Like many across the world, Surani Dias ’81 found solace outdoors during the height of the COVID-19 pandemic.
Dias, who lives in Sri Lanka, began spending more time in her garden and wanted to share the peace it brought her.
“I had a keen interest to encourage and give hope to people who felt hopeless,” said Dias, who started a business to help those living in apartments grow their own plants in November 2020.
“I prepared potted vegetable plants and also a few flower and medicinal plants they could easily grow with the package I provided,” she added. “All they had to do was water, fertilize, and nurture the plants.”
By the spring of 2021, Dias’s work had evolved to include a separate home-cooked meals business that fed those who were sick.
“We were able to provide a basic meal to those who needed support, which we were happy to provide,” she said. “This was at the start of my business. Our family, over the years, has fed the people in our area, since my grandfather and father’s time. So I have a history of feeding people because of my parents and their love for others.”
Born and raised in Sri Lanka, Dias came to the United States in 1977 to study chemistry at the College on a full academic scholarship. She moved back home in 1983, but struggled to find employment.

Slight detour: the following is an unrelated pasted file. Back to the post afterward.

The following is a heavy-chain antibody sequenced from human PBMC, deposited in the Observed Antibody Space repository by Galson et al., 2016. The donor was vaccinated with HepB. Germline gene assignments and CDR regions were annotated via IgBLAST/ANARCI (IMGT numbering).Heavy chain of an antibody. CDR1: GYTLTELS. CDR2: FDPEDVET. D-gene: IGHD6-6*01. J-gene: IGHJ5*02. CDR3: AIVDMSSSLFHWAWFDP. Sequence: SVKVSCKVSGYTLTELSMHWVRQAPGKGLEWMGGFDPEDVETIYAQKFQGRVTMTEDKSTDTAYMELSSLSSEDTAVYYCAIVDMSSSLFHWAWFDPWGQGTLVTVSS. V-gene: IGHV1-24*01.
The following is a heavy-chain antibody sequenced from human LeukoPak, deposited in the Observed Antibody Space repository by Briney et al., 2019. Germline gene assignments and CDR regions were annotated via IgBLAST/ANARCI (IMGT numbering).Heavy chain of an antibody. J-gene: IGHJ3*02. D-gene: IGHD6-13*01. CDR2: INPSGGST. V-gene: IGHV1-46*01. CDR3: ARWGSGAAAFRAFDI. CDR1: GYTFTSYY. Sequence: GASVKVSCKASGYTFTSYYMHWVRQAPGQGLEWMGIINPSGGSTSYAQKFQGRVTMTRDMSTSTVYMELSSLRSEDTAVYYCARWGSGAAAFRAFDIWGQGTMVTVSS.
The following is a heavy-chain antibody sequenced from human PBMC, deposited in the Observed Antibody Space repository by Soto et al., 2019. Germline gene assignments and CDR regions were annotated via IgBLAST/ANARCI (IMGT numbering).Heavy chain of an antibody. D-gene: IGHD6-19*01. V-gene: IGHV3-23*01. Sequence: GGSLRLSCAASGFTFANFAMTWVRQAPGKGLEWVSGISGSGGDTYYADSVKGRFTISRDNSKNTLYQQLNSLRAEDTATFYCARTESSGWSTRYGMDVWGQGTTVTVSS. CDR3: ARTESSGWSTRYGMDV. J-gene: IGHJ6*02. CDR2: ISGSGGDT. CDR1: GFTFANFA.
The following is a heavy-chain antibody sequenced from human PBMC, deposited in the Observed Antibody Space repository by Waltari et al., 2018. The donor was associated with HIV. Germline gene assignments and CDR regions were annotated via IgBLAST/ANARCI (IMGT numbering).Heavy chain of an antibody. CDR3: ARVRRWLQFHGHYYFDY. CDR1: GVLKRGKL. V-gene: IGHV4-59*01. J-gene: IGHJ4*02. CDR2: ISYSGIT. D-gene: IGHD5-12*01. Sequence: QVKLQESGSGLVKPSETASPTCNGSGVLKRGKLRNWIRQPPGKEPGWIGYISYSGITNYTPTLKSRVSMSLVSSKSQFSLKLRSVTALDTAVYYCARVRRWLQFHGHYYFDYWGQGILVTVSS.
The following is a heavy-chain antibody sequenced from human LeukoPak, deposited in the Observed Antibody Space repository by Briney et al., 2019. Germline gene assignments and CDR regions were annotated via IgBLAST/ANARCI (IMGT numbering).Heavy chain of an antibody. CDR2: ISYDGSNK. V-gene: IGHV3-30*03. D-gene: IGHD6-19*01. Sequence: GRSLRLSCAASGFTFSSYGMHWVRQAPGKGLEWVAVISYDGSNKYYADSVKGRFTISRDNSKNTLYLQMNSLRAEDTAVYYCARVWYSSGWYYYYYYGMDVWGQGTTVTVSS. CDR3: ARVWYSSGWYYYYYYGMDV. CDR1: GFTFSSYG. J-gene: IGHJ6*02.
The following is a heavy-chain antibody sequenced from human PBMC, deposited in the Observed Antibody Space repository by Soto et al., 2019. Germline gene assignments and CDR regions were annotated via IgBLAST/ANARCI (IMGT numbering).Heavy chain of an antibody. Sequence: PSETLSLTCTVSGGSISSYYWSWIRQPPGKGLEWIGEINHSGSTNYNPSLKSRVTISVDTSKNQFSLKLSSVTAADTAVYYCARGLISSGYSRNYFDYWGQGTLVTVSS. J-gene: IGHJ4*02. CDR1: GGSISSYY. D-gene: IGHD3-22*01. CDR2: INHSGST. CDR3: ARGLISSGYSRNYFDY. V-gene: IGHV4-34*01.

“I looked for a job in the industry, but at that point, most Sri Lankan companies were not happy to have women working quality control in labs,” Dias said. “I searched for a job in the business field and finally joined the largest finance company in Sri Lanka and pursued my MBA after three years.”
After working in the Sri Lankan financial sector for 17 years, she spent seven years in marketing for the University of Moratuwa.
In 2020, she retired from Cargills Ceylon PLC, a Sri Lankan retail, banking and restaurant company, after 12 years in various leadership positions, including head of training.
In addition to pursuing her entrepreneurial spirit, Dias has been working toward her Ph.D. at the Postgraduate Institute of Management in Sri Lanka.
Her latest focus has been helping the people in her community affected by the Sri Lankan economic and political crisis, which came to a head this summer after President Gotabaya Rajapaksa fled the country after months of escalating protests.
Sri Lanka’s economy collapsed as it defaulted on international loans and faced food and fuel shortages.
“Taxes have increased on food and medicine, making it difficult to survive,” Dias said. “This is worse for the poor people who depend on the government hospitals to provide them with medicines that are no longer available. We had no gas for cooking, nor petrol, from April to July 2022, so people had no means to cook.”
Working with a professional chef, Dias was able to use her connections to secure firewood to cook the meals. Soon, they were churning out between 200 and 300 meals a week, funded by donations.
And while a new president and cabinet have been appointed in Sri Lanka, the need remains.
“We search for sick, helpless persons and those with children who have lost employment,” said Dias, who shops for the food herself. “Many in the urban areas are poor, and everything is very expensive. We want to provide for those in need.”
This story appears in the Fall 2022 edition of Randolph College’s magazine, Vita Abundantior.Tags: alumnae, alumnae accomplishments, outcomes, Vita No. 13